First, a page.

In May 2006, Evans applied for a permit to install a new gate on Lots 1-4 of Block 21. During the summer of 2006, an electronically operated cantilever gate was installed. The gate could be opened in two ways: either by entering a code on a keypad or by remote control. All members of the Sand Haven Voluntary Association received remote controls and a permanent code. Utility companies received a semi-permanent code. And guests of members of the Sand Haven Voluntary Association received a temporary code, which changed every few months. The Tibbles, however, did not receive access through the gate. According to Thomas Tibble, the Tibbles therefore no longer had access to their property in Syndicate Park.

On August 29, 2006, Dombrauskas filed articles of incorporation for the Sand Haven Shores Homeowners Association. The articles listed Dombrauskas as the Sand Haven Shores Homeowners Association's agent. The articles stated that the purpose of the Sand Haven Shores Homeowners Association was to provide for routine maintenance and upkeep of property.

According to Hemmeter, the Sand Haven Shores Homeowners Association consisted of the following families: Hemmeter, Goodrich, Evans, Shields, Dombrauskas, Atkinson, and Palmer. Hemmeter testified that there were no written procedures governing how a person became a member of the Sand Haven Voluntary Association or how a person becomes a member of the Sand Haven Shores Homeowners Association. Nonetheless, Hemmeter testified that nonmembers who purchased property from members could become members of the Sand Haven Shores Homeowners Association by paying a $1,500 transfer fee. And, according to defendants, nonmembers who purchased property from nonmembers could become members of the Sand Haven Shores Homeowners Association by paying an initiation fee. The amount of the initiation fee was to be determined by the Sand Haven Shores Homeowners Association. Moreover, according to Hemmeter, the Sand Haven Shores Homeowners Association had annual $600 membership dues.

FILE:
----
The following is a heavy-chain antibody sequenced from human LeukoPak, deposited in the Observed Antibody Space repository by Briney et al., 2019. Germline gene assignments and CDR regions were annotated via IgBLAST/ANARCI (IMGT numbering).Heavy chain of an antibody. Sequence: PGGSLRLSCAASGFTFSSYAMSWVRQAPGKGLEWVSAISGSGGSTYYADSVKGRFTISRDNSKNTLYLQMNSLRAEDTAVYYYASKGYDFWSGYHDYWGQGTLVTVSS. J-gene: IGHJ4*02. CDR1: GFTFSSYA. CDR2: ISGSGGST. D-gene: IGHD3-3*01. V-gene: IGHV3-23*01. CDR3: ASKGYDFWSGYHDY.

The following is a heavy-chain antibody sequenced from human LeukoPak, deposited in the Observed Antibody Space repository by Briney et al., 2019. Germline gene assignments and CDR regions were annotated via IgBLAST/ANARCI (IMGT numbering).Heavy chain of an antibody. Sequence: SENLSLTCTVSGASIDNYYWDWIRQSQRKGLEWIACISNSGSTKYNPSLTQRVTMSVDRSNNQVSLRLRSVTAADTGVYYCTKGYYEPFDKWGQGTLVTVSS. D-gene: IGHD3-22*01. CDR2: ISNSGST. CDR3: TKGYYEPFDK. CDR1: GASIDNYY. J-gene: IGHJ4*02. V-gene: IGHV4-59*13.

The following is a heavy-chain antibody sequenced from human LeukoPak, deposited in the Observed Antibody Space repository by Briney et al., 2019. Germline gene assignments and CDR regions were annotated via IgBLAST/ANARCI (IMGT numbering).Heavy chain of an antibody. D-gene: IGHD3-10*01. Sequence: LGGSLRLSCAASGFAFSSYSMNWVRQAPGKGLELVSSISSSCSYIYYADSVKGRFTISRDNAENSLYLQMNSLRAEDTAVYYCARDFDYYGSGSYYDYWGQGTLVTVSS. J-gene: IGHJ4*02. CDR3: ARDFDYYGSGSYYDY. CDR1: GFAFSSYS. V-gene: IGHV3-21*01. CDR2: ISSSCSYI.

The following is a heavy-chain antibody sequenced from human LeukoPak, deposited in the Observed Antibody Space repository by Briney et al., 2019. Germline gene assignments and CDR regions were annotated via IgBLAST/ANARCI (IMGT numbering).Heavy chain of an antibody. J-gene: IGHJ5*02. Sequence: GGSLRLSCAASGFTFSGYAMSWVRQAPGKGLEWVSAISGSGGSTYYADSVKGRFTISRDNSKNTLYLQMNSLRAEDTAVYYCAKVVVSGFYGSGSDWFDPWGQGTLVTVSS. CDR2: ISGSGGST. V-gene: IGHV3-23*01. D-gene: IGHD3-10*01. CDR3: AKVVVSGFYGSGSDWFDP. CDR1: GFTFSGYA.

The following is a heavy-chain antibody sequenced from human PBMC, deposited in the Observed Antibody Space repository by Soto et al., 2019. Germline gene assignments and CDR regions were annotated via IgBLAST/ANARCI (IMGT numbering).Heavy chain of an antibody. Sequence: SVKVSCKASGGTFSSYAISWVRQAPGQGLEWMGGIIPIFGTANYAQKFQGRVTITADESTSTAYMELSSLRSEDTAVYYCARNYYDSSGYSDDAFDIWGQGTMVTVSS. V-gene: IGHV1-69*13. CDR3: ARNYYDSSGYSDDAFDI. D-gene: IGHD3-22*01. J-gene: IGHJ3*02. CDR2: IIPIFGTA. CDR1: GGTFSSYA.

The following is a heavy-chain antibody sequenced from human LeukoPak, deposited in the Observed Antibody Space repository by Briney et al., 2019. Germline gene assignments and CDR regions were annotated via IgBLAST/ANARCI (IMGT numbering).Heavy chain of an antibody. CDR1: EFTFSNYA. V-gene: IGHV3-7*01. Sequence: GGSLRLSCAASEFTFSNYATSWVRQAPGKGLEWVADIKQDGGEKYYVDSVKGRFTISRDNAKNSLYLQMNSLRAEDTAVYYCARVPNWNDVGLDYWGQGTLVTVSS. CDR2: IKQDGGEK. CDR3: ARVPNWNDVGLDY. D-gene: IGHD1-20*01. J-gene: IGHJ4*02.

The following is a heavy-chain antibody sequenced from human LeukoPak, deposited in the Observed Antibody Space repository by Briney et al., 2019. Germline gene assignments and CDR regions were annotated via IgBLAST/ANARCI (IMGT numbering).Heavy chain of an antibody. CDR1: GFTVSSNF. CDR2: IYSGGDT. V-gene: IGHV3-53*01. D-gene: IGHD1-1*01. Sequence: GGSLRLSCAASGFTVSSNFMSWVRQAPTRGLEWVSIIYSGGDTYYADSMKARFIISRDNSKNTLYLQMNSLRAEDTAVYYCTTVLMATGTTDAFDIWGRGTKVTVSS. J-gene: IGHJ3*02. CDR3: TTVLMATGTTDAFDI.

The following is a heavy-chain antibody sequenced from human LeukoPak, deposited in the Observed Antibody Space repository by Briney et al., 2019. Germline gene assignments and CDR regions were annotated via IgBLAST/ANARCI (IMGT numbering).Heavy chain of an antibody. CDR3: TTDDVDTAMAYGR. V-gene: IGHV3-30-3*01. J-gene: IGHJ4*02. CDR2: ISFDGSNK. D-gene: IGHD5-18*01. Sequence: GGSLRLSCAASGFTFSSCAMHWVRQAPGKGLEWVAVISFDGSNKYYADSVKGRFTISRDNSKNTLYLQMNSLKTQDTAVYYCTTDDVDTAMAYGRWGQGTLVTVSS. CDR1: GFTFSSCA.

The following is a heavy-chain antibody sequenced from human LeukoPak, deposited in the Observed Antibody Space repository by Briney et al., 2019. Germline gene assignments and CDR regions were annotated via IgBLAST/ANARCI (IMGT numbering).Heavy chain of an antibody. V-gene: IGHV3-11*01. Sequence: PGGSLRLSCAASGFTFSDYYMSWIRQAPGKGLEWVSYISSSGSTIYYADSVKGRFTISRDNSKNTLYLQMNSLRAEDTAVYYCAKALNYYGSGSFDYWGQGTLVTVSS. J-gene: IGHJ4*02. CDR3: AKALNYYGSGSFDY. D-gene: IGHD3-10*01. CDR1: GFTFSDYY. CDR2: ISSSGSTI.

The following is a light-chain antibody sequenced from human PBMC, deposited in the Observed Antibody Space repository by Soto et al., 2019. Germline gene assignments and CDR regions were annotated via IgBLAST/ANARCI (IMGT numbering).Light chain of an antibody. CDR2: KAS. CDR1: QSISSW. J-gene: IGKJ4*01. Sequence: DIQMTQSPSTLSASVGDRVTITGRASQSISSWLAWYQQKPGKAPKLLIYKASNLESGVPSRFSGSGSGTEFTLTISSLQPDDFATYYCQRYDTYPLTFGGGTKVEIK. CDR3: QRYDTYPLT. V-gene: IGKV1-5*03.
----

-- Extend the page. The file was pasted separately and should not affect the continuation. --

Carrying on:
In 2006 and 2007, the Maleks purchased Lots 9-19 in Block 21 of Syndicate Park. The Maleks paid the $1,500 transfer fee to become members of the Sand Haven Shores Homeowners Association and to access their property. The Maleks paid additional membership dues in 2007 and 2008 of $600 and $700 respectively.

According to Thomas Tibble, the Sand Haven Shores Homeowners Association did not ask him to become a member. The Tibbles did not receive correspondence from the Sand Haven Shores Homeowners Association or pay dues to the homeowners' association. Hemmeter confirmed that the Tibbles were not offered membership to the Sand Haven Shores Homeowners Association.